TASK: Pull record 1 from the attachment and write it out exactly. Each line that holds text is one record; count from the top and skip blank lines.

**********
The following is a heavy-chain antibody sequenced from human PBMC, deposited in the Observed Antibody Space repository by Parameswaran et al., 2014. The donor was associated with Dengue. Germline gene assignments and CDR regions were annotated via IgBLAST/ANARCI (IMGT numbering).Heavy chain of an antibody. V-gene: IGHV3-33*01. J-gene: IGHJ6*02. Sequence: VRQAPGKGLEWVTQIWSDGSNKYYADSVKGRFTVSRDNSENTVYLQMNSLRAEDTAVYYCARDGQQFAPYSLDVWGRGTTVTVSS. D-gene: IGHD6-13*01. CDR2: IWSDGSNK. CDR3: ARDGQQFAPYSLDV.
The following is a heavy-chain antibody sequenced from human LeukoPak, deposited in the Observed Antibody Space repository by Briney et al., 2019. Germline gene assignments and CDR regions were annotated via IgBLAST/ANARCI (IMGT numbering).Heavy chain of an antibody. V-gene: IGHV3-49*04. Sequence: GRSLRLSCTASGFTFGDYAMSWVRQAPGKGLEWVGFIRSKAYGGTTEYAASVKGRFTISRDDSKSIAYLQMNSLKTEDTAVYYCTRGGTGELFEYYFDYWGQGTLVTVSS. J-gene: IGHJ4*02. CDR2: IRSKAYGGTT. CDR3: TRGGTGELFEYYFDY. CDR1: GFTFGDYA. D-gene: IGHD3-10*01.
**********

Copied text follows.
The following is a heavy-chain antibody sequenced from human PBMC, deposited in the Observed Antibody Space repository by Parameswaran et al., 2014. The donor was associated with Dengue. Germline gene assignments and CDR regions were annotated via IgBLAST/ANARCI (IMGT numbering).Heavy chain of an antibody. V-gene: IGHV3-33*01. J-gene: IGHJ6*02. Sequence: VRQAPGKGLEWVTQIWSDGSNKYYADSVKGRFTVSRDNSENTVYLQMNSLRAEDTAVYYCARDGQQFAPYSLDVWGRGTTVTVSS. D-gene: IGHD6-13*01. CDR2: IWSDGSNK. CDR3: ARDGQQFAPYSLDV.